The 1970s was the era when dressage stamped itself as an official sport in Tasmania, however, Tassie’s first brush with dressage goes back to the early 1950s. There was buzz in the air when Australia was named host nation for the Olympic Games in Melbourne in 1956, and it was being felt across the nation.
As host country, it was imperative that there was representation at all Olympic events. The EFA secured the services of Captain John Snedden from the UK to conduct clinics around Australia to find the perfect combinations to represent their country in Stockholm. Why Stockholm? The International Olympic Committee declared that the equestrian events for the 1956 Olympics were to be held in Sweden, purely for the welfare of the horses and the time required for quarantine in Australia when arriving from overseas.
The net was cast wide and in 1953 at the Elphin Showgrounds in the north of Tasmania, Captain Snedden drilled 30 hopeful and hand-selected combinations from around Tasmania. The five-day clinic started in the morning with dressage training, while the afternoon was showjumping and the art of cross country. Diana Wolfhagen recalls attending the clinic on her showjumper who was a bit exuberant, which did little to impress Captain Snedden.
Fast forward to now and Tasmania boasts a history of outstanding and accomplished dressage riders and judges who have influenced the current enthusiasts that learn and hone their craft in the dressage arena on the national and international stage.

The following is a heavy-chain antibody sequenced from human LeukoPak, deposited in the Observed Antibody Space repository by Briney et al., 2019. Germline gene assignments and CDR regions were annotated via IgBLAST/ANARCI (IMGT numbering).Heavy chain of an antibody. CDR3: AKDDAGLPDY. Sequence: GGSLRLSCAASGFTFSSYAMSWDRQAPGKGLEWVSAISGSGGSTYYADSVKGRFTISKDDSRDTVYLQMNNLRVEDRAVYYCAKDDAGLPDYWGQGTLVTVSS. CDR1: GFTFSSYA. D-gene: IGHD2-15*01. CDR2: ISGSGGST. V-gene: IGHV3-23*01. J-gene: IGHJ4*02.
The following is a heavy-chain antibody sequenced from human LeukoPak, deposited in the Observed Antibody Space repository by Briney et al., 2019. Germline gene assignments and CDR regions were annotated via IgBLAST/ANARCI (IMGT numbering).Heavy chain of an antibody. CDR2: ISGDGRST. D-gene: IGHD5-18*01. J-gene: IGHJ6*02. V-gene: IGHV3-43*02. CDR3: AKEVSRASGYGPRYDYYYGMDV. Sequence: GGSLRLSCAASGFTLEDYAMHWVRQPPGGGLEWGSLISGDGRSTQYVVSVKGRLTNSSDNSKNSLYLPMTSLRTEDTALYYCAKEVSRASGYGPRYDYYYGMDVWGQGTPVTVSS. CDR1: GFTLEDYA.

The foundation for ongoing learning through seminars, masterclasses, judge clinics and rider clinics was set by a small group of enlightened and intelligent visionaries. Over the past many decades, Tasmania has welcomed interstate and international coaches and judges to assist in the pursuit of harmony and ease of grace between horse and rider. Luminaries such as Christoph Hess, Michael Eilberg, Gonzalo Carvalho, Brian Sheffers, Roger Fitzhardinge, Charlotte Pedersen, Carolyn Lieutenant, Peter Fischer, Dirk Dijkstra, Mary Hanna, Vanessa Ward, Briana Burgess, Andrew McLean, Heath Ryan, Rozzie Ryan and the list goes on.
What does the future hold for dressage in Tasmania? History will tell, and with the past as its guide, it will be influenced by the next generation of focused, hardworking dressage enthusiasts with a strong desire to continue to learn and improve all aspects of the sport in Tasmania. EQ
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